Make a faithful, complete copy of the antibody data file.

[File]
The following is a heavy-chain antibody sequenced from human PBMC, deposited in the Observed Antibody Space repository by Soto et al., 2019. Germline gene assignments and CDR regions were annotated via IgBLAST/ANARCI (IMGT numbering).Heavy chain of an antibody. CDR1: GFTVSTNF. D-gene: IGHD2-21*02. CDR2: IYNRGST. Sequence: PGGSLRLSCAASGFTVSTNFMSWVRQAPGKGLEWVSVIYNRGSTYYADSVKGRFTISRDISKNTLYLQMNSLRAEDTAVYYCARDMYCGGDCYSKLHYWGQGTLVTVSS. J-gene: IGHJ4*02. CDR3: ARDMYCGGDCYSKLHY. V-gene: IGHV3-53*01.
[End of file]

The following is a heavy-chain antibody sequenced from human PBMC, deposited in the Observed Antibody Space repository by Soto et al., 2019. Germline gene assignments and CDR regions were annotated via IgBLAST/ANARCI (IMGT numbering).Heavy chain of an antibody. CDR1: GFTVSTNF. D-gene: IGHD2-21*02. CDR2: IYNRGST. Sequence: PGGSLRLSCAASGFTVSTNFMSWVRQAPGKGLEWVSVIYNRGSTYYADSVKGRFTISRDISKNTLYLQMNSLRAEDTAVYYCARDMYCGGDCYSKLHYWGQGTLVTVSS. J-gene: IGHJ4*02. CDR3: ARDMYCGGDCYSKLHY. V-gene: IGHV3-53*01.